The quality of Gaura Krishna’s sankirtana cannot be understood without mentioning Radha. The word sri in Gaura’s first verse speaks of Krishna’s divine consort. It is in pursuit of her love that Krishna becomes Gaura and sings in sankirtana. He sings in her mood, seeing himself through her eyes. No one knows Krishna better than Radha. Her love is called samartha-rati, competent love. It is capable of completely conquering Krishna, and as we shall see from the final sloka of Siksastakam, it is this kind of love that Sri Caitanya tastes and distributes in Sri Krsna sankirtana—the highest quality of love, Sri Radha’s prema in mahabhava.
Although sankirtana is the dharma of Kali-yuga, in the current yuga cycle there is a special concession. Not only does Gaura Krishna distribute dharma in the broadest possible outreach, he distributes the highest quality of prema, inviting everyone into the innermost chamber of his own heart. Thus he has woven a wreath out of both prema and sankirtana and seeks to garland the world with it.4
When the raja of Puri first witnessed the sankirtana of Gaura’s associates, he was filled with wonder (camatkara). He had never witnessed this kind of kirtana, this kind of dancing, this kind of love.5 Prataparudra Maharaja was no stranger to glorification of Krishna. He presided over a city centered on Krishna’s glorification, a city that was host to millions and millions of pilgrims. When he asked his brother-in-law what kind of kirtana it was, Gopinatha replied, caitanyera srsti ei prema-sankirtana: “This is the creation of Sri Caitanya. It is called prema-sankirtana.”6 Not all forms of sankirtana offer prema, but the sankirtana of Gaura Krsna is about prema alone. Indeed, it frowns on mere deliverance (mukti).
The principal nama-mantra invoked by Sri Caitanya in his prema-sankirtana is mentioned in the sruti. Kalisantarana Upanisad calls this nama-mantra of sixteen names taraka-brahma nama. Taraka means deliverance, and here it implies that chanting this nama-mantra results in deliverance from samsara, especially in Kali-yuga. In fact, this is the nama-mantra that the yugavatara distributes in the dark age of Kali, the Hare Krishna nama-mantra. However, neither the yugavatara for the age of Kali nor the Upanisads speak of prema.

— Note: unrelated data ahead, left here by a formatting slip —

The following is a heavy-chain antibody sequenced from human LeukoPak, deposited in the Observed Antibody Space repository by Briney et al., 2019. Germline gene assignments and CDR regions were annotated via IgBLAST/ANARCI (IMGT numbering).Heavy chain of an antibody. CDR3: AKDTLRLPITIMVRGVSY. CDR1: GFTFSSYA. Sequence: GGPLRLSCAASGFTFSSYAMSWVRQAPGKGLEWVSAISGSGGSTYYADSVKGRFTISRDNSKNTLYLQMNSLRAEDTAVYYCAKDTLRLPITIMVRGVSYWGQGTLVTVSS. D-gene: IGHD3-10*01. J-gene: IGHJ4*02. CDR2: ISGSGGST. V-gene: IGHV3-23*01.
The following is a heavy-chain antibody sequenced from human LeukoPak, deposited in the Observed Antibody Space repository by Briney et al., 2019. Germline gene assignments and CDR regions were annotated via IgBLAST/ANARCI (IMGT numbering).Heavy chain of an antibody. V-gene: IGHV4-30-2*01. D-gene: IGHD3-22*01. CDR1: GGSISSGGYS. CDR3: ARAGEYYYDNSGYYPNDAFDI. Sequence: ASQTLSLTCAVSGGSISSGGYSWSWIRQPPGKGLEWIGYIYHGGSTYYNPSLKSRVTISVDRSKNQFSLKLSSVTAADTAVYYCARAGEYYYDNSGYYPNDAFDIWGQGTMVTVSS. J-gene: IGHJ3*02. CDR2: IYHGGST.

The special concession of prema-sankirtana is a result of Sri Caitanya’s being Krishna. He is not the usual Kali-yuga avatara, who appears in the world to deliver people from birth and death by advocating the yuga-dharma. He is not an avatara of Narayana or Krishna but rather Krishna himself. Although he does teach the yuga-dharma, he has another internal agenda of his own. He does not chant merely taraka-brahma nama but paraka-brahma nama. Paraka means “competent.” Here it implies that the Hare Krishna nama-mantra is competent not only to deliver one from samsara but furthermore to give the treasure of prema.7
Thus Siksastakam’s phrase param vijayate sri-krsna-sankirtanam heralds the glory of that which is the best form of sadhana/sadhya, or spiritual practice that naturally leads to the highest form of spiritual perfection in prema. What then is the need for any other sadhana, and where can one find a higher sadhya?
After praising the paramount spiritual practice with the words param vijayate sri-krsna-sankirtanam, Sri Caitanya delineates seven effects of nama-sankirtana. In the vision of Thakura Bhaktivinoda, these seven effects correspond with the seven sequential steps that follow sraddha and sadhu-sanga and end in prema as delineated by Sri Rupa Gosvami in his Bhakti-rasamrta-sindhu. Sri Rupa writes:
First faith, then holy association,
followed by the acts of bhajana,
resulting in the cessation of obstacles,
then steadiness, taste, attachment,
ecstasy, and divine love.
This is the order of the stages
through which prema arises in sadhakas.8
The first two of these steps, sraddha and sadhu-sanga, have already been discussed.9
After arousing faith in the method of his divine madness and implying that it is best pursued in the company of sadhus, Sri Caitanya has chosen to enumerate seven particular glories of nama-sankirtana, which correspond with the seven steps remaining to attain Krishna prema. Each of these steps is further described in greater detail in the next seven verses of Siksastakam.
- Bg. 18.66 [↩]
- SB 1.1.2 [↩]
- vacyo vacakam ity udeti bhavato nama svarupa-dvayam
purvasmat param eva hanta karuna tatrapi janimahe
yas tasmin vihitapradha-nivahah prani samantad bhaved
asyenedam upasya so ’pi hi sadananadambudhau majjati (Sri-krsna-namastakam 6) [↩]
- nama-prema-mala ganthi’ paraila samsare (Cc. 1.4.40) [↩]
- aiche prema, aiche nrtya, aiche hari-dhvani kahan nahi dekhi, aiche kahan nahi suni (Cc. 2.11.96) [↩]
- Cc. 2.11.97. [↩]
- krsna-nama’ paraka hana kare prema-dana (Cc. 3.3.257) [↩]
- adau sraddha tatah sadhu-sango ’tha bhajana-kriya
tato ’nartha-nivrttih syat tato nistha rucis tatah
athasaktis tato bhavas tatah premabhyudancati
sadhakanam ayam premnah pradurbhave bhavet kramah (Brs. 1.4.15–16) [↩]
- Sadhu-sanga is also implied in the second verse of Siksastakam, as the spiritual practice discussed therein necessitates association with sadhus. [↩]